Estimating Error in Diffusion Coefficients Derived from Molecular Dynamics Simulations
G Pranami and MH Lamm, JOURNAL OF CHEMICAL THEORY AND COMPUTATION, 11, 4586-4592 (2015).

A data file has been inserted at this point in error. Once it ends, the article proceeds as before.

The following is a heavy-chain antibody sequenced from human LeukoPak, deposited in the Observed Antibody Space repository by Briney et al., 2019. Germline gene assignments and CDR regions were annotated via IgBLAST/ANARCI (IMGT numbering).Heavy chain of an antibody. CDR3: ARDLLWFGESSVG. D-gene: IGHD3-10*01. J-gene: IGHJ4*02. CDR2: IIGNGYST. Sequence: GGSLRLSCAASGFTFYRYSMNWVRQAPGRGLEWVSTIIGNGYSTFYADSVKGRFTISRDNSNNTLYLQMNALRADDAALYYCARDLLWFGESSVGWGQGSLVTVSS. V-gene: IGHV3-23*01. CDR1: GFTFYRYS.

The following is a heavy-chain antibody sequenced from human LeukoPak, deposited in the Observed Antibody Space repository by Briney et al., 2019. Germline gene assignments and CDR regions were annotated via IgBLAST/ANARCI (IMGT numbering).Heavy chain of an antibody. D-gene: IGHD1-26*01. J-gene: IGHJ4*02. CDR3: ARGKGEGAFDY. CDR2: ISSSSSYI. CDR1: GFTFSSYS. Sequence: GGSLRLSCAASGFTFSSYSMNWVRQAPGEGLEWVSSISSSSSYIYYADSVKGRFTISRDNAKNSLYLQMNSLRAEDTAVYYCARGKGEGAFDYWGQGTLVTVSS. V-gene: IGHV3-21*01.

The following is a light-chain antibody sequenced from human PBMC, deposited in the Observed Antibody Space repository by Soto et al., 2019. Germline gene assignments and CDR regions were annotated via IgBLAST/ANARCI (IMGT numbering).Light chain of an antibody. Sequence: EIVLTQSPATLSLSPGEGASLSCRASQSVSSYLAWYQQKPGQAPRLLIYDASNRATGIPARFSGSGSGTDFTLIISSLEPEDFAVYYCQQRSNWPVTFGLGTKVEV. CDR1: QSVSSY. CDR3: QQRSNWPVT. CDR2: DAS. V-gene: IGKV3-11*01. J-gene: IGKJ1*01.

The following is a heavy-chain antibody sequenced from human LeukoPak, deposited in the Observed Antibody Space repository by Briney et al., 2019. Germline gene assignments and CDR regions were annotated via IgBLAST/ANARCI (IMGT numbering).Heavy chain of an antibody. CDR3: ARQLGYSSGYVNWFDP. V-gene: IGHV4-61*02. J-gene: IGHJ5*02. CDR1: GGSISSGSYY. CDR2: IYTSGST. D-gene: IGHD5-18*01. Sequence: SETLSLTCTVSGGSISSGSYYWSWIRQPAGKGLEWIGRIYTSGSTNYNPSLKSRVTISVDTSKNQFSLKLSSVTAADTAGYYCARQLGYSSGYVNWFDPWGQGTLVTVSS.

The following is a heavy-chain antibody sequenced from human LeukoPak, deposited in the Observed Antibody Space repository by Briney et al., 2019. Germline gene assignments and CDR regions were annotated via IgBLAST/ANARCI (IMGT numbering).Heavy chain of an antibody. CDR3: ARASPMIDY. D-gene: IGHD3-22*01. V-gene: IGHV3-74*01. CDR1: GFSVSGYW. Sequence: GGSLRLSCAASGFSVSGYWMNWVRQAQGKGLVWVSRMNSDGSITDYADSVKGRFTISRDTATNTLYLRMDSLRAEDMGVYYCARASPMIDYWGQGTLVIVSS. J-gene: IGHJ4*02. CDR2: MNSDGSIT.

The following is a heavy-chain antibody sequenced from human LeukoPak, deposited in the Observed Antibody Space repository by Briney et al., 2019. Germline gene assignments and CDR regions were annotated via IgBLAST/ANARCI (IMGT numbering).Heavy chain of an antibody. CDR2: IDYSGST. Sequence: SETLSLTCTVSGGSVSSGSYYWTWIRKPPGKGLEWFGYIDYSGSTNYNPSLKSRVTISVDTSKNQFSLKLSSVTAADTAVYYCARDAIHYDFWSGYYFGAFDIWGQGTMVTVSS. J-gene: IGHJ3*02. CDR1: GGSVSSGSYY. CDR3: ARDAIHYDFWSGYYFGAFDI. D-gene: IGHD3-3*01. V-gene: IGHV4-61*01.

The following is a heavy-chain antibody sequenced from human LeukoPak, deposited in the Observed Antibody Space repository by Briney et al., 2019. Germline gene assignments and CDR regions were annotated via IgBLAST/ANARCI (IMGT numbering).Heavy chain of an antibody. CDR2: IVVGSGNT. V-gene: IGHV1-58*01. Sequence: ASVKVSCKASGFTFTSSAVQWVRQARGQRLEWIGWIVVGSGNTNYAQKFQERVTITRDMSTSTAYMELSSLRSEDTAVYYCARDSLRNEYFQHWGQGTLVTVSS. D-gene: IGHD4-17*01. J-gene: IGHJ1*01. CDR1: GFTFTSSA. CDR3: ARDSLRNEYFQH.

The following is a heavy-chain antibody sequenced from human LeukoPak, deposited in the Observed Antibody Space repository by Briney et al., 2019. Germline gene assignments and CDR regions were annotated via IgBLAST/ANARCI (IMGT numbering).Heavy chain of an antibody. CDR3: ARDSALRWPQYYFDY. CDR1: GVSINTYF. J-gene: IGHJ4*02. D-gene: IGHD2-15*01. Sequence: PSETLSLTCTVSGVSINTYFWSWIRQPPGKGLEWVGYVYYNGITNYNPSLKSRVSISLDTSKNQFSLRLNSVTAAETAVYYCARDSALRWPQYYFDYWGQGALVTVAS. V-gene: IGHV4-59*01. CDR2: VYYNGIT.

The computationally expensive nature of molecular dynamics simulation limits the access to length (nanometer) and time scales (nanosecond) that are orders of magnitude smaller than the experiment it models. This limitation warrants a careful estimation of statistical uncertainty associated with the properties calculated from these simulations. The assumption that a simulation is long enough so that the ergodic hypothesis applies is often invoked in the literature for the computation of properties of interest from a single molecular dynamics simulation. Here, we demonstrate that making this assumption without validation results in poor estimates of the self-diffusion coefficient from a single molecular dynamics simulation of Lennard-Jones fluid. This problem is shown to be even more severe when the diffusion coefficient of macromolecules is calculated from a single molecular dynamics simulation. We have shown that conducting multiple independent simulations is necessary to obtain reliable estimates of diffusion coefficients and their associated statistical uncertainties. We show that even a "routine" calculation of the self-diffusion coefficient for a Lennard-Jones fluid, as determined from a linear fit of the mean squared displacement of particles as a function of time, violates the key assumptions of linear regression. A rigorous approach for addressing these issues is presented.
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